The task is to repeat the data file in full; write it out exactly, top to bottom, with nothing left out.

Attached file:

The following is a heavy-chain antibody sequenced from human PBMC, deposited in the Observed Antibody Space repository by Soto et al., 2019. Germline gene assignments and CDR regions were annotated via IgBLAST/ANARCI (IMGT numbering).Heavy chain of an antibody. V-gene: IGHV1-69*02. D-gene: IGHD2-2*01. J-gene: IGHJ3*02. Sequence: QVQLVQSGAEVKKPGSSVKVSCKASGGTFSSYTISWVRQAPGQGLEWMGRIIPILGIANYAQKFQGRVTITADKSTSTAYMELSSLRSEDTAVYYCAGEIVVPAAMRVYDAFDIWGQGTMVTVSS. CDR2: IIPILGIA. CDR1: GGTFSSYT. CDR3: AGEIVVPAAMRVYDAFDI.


The following is a heavy-chain antibody sequenced from human PBMC, deposited in the Observed Antibody Space repository by Soto et al., 2019. Germline gene assignments and CDR regions were annotated via IgBLAST/ANARCI (IMGT numbering).Heavy chain of an antibody. V-gene: IGHV1-69*02. D-gene: IGHD2-2*01. J-gene: IGHJ3*02. Sequence: QVQLVQSGAEVKKPGSSVKVSCKASGGTFSSYTISWVRQAPGQGLEWMGRIIPILGIANYAQKFQGRVTITADKSTSTAYMELSSLRSEDTAVYYCAGEIVVPAAMRVYDAFDIWGQGTMVTVSS. CDR2: IIPILGIA. CDR1: GGTFSSYT. CDR3: AGEIVVPAAMRVYDAFDI.